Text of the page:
Saturday, April 2, 2011

The Woman in White by Wilkie Collins

Full of secrets, mistaken identities, surprise revelations, amnesia, locked rooms and locked asylums, and an unorthodox villain, The Woman in White marked the creation of a new literary genre of suspense fiction that profoundly shaped the course of English popular writing.

This is one of those books that are praised so much I was convinced I would be disappointed, and yet, to my surprise I fell completely in love with its characters.
It’s interesting because Collins uses a very modern technique to tell his story: different characters tell of their involvement in the plot, each, of course, using varied voices. It’s very unusual to see that in a Victorian book.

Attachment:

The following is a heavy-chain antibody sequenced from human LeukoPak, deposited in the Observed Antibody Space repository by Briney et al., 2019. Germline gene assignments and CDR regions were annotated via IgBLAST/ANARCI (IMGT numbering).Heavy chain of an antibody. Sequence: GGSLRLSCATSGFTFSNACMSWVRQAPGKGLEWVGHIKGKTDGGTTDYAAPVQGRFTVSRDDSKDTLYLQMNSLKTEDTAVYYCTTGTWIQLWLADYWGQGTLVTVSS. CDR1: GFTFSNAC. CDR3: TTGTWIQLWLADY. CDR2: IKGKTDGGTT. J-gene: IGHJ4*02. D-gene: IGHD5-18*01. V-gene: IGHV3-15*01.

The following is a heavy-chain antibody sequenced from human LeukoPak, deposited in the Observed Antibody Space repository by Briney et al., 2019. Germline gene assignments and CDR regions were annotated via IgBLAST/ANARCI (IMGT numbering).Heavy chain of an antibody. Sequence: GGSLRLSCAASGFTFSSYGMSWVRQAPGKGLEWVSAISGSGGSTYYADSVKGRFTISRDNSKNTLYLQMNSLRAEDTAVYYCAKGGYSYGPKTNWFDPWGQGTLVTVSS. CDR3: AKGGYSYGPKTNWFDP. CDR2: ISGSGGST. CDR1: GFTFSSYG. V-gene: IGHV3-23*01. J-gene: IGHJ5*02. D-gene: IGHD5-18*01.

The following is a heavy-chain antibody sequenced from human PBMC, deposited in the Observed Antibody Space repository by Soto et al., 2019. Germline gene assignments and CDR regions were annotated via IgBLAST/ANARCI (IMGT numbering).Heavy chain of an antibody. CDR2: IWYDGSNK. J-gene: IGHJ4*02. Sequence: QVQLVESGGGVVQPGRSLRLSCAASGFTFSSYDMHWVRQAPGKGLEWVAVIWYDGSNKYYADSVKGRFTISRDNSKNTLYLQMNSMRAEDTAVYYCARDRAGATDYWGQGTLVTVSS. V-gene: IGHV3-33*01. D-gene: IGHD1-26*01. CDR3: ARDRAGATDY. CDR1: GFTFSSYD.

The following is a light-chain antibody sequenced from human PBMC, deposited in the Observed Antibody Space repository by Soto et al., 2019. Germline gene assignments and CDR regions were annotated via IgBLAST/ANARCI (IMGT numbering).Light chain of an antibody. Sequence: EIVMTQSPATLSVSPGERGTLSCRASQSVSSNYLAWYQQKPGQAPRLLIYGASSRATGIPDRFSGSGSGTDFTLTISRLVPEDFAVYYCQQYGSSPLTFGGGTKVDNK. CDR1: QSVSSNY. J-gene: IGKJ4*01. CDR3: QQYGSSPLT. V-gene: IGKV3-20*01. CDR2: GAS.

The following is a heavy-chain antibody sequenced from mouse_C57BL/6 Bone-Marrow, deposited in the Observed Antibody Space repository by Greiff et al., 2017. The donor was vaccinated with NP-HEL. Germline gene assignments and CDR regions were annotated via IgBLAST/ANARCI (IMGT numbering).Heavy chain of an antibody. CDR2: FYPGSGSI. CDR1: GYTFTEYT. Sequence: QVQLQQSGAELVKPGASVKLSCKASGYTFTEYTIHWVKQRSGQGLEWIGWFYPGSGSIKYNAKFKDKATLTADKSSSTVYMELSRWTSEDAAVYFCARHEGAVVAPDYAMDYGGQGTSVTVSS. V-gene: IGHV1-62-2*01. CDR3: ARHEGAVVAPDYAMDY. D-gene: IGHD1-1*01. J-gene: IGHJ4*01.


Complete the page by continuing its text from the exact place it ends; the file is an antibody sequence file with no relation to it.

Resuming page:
I have to say my favorite character, despite his limited involvement in the plot, is Mr. Fairlie, the hypochondriac and neurotic uncle to one of the main characters. I adored the chapter that is told through his voice, it sent me bubbling with laughter as he whined and moaned over every, as he saw it, “injustice” to his nerves.

The story seems long and complicated but it is told with such a care for clarity that I did not find myself confused at all; I never once had to look back to remind myself of this or that character that got lost in the many pages.

If you are looking for a classic that is fresh and that reads like a mystery book, look no further.

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